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Robinson JP, Williams ID, Edwards AM, McPherson J, Yeager L, Vigliola L, Brainard RE, Baum JK.2016. Fishing degrades size structure of coral reef fish communities. PeerJ Preprints4:e2118v1https://doi.org/10.7287/peerj.preprints.2118v1
Fishing pressure on coral reef ecosystems has been frequently linked to reductions of large fishes and reef fish biomass. Associated impacts on overall community structure are, however, less clear. In size-structured aquatic ecosystems, fishing impacts are commonly quantified using size spectra, which describe the distribution of individual body sizes within a community. We examined the size spectra of coral reef fish communities at 38 US-affiliated Pacific islands, spanning from near pristine to highly human populated. Reef fish community size spectra slopes ‘steepened’ steadily with increasing human population and proximity to market due to a reduction in the relative biomass of large fishes and an increase in the dominance of small fishes. In contrast, total fish community biomass was substantially lower on inhabited islands than uninhabited ones, regardless of human population density. Comparing the relationship between size spectra and reef fish biomass, we found that on populated islands size spectra steepened linearly with declining biomass, whereas on uninhabited islands size spectra and biomass were unrelated. Size spectra slopes also were steeper in regions of low sea surface temperature but were insensitive to variation in other environmental and geomorphic covariates. In contrast, reef fish biomass was highly sensitive to biophysical conditions, being influenced by oceanic productivity, sea surface temperature, island type, and habitat complexity. Our results suggest that community size structure is more robust than total fish biomass to increasing human presence and that size spectra are reliable indicators of exploitation impacts across regions of different fish community compositions, environmental drivers, and fisheries types. Size-based approaches that link directly to functional properties of fish communities, and are relatively insensitive to abiotic variation across biogeographic regions, offer great potential for developing our understanding of fishing impacts in coral reef ecosystems.
This is a preprint of a manuscript currently in review at Global Change Biology.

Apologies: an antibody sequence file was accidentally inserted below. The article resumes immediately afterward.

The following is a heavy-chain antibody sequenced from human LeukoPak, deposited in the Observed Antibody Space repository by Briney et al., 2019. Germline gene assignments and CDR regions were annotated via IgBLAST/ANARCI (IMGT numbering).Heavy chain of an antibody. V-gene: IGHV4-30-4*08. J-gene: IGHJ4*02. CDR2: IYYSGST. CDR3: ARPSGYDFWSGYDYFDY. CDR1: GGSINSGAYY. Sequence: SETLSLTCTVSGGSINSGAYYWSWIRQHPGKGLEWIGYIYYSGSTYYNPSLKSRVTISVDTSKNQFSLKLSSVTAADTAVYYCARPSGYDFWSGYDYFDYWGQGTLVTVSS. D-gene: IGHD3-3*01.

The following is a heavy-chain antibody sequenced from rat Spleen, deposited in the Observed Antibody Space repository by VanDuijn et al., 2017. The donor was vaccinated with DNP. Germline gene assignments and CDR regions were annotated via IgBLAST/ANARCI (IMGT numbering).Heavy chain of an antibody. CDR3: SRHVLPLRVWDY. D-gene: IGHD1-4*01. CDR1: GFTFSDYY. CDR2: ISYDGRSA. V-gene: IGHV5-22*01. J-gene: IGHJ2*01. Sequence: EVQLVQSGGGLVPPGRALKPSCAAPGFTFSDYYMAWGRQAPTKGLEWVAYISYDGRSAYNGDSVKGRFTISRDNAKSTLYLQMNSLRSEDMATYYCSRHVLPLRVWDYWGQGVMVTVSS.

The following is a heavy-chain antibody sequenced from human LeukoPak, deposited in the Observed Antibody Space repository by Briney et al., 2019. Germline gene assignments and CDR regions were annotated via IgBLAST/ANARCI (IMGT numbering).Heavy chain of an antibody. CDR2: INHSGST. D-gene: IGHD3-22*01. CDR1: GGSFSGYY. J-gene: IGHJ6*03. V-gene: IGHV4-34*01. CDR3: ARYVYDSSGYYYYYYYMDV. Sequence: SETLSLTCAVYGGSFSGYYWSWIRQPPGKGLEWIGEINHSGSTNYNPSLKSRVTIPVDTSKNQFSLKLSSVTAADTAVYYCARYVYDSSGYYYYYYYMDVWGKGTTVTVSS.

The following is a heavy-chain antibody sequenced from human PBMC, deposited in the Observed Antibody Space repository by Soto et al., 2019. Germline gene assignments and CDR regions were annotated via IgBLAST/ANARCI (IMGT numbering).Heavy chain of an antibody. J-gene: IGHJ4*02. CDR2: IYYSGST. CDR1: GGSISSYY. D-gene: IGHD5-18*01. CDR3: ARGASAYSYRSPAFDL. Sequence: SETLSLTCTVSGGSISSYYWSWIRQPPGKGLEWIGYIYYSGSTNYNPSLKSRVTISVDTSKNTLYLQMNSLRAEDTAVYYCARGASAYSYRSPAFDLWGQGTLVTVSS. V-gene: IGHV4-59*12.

Nice paper. We recently published a somewhat related paper for the Caribbean region in which we arrive at the same conclusion: reef fish (community-wide) size-based metrics are more sensitive and specific indicators of fishing effects than fish biomass. However, we used average fish weight, a simpler size-based metric than the size-spectra slope, as our indicator. Clearly the two regions are quite different, but I am quite curious as to whether you think that your general conclusions would have changed had you used average fish weight instead. Similar to the size-spectra slope, average fish weight will also be predictably sensitive to changes in the relative abundance of both large and small bodied species. I am particularly curious because we had originally considered using size-spectra slopes for the aforementioned paper, but ended up going with the simpler metric because both metrics were so highly correlated in our system that it was not clear to us what the added value was for cross-sites comparisons (at least from a practical point of view - I understand the value of the theoretical framework), when individual site-level size spectra are not examined to help interpret slope changes.
Thanks for your feedback. Where was your Caribbean paper published? I'd be interested in reading it. We did find that the large fish indicator (biomass of fish > 1kg as proportion of total community biomass) was also correlated with size spectra, such that size spectra steepened as the proportion of large fish decreased. I imagine that, in our dataset, mean fish mass would also decrease with increasing fishing pressure. Size spectra do provide more information on the distribution of sizes, whereas mean size could be strongly influenced by a few very large fish occurring in the system.
Our analysis found a consistent fishing effect across regions within the Pacific. If fishing is size-selective in the Caribbean (which seems likely), I think you also find that size spectra steepened with increasing fishing pressure.
Thanks for your response. I agree that size-spectra will give more information, provided that the spectra are examined. I am more interested in figuring out the advantage of using the slope (as a single metric) of the size-spectra for comparisons across sites, rather than using simpler size-based metrics. I think you touch upon this when you suggest that the slope will be less sensitive to a few very large fish, than the simpler metrics. If what you mean is that it is a more robust approach, then that would contribute to its added value.
The full citation to our paper is a follows: Vallès, H., and H. A. Oxenford. 2015. The utility of simple fish community metrics for evaluating the relative influence of fishing vs. other environmental drivers on Caribbean reef fish communities. Fish and Fisheries 16:649-667.